Working 12-hour shifts at the newspaper gives the night a particular edge, after it’s all over and you slump back home.
The exhaustion is expected, implicit even. But your sleep can’t be blissful: you’re too tired to shower, your brain is stuffed with news stories, with reams of digital copy the likes of which you’ve seen over and over again, week in and week out.
But there’s something democratising about this feeling. All glamour is stripped away after the 11pm mark hits, and you still find yourself at the office. At your desk, midway through a story, or waiting for a report to come in.
When you’re that tired, you should be sleeping. But if you’re deprived of sleep at that juncture, the dream world will seep through regardless. The belt that holds sleeping and waking is unbuckled, and just like that – while still firmly seated at your desk – you’re floating.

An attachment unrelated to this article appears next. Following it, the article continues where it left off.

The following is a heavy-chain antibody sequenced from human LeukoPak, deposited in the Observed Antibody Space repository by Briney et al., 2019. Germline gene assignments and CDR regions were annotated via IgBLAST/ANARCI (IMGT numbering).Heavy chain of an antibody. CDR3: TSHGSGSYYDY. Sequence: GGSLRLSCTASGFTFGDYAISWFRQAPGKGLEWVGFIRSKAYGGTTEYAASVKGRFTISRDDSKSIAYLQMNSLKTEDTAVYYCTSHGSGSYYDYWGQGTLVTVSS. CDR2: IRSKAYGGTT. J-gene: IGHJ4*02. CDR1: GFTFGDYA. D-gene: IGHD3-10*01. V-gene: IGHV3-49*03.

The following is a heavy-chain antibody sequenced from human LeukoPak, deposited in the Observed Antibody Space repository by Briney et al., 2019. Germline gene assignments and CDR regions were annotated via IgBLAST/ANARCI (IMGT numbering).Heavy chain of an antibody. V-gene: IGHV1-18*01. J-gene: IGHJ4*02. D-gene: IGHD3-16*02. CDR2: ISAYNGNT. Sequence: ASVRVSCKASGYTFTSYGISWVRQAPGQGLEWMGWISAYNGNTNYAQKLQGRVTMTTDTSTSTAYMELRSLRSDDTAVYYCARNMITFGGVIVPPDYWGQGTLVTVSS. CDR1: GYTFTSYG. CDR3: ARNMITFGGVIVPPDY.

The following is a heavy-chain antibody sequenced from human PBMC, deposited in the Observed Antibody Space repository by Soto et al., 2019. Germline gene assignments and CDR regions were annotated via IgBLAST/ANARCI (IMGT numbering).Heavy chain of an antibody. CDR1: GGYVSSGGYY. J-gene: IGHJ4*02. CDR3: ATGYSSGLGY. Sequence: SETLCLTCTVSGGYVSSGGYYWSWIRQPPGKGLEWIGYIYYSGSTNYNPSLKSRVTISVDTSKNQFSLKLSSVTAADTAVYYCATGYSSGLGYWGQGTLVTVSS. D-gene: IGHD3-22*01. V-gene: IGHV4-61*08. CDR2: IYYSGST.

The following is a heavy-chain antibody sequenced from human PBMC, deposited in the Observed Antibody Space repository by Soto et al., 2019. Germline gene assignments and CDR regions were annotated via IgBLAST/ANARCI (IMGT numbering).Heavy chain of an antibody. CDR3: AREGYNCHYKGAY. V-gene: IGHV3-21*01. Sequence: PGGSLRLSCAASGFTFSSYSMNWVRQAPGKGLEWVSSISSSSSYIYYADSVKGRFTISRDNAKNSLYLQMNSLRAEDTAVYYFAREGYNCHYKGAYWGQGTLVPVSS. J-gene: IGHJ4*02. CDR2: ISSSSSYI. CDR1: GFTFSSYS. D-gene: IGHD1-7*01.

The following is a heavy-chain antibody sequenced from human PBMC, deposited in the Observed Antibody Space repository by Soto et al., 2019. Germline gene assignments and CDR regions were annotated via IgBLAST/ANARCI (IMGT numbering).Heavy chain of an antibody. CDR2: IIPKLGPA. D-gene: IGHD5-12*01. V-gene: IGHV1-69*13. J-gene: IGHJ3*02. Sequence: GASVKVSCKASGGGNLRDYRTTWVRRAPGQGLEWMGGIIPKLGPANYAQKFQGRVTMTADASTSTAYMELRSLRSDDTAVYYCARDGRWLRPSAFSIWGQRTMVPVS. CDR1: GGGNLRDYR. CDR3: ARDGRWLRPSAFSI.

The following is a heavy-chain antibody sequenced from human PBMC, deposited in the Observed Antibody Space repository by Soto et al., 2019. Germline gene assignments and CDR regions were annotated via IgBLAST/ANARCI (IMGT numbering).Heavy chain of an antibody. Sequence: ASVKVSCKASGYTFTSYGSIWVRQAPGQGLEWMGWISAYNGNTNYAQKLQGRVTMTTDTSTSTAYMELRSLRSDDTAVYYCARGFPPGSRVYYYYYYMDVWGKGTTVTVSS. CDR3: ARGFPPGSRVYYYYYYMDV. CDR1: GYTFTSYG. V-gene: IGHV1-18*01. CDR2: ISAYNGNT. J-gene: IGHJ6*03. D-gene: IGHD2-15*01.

That same strange concentration, that same pinching together of thoughts and feelings happens, sometimes, when I write. My novel was probably borne out of just such a moment, and for all the necessary slogging, such moments are what I keep coming back for. What you keep coming back for.
But what you keep coming back to work for is something else entirely.
Which is to say, I need to make more of a habit of jotting things down. Lord knows how many of these fugue states have gone to waste clicking away on Facebook while waiting for a story to be wired in.
We should do our dreams justice.
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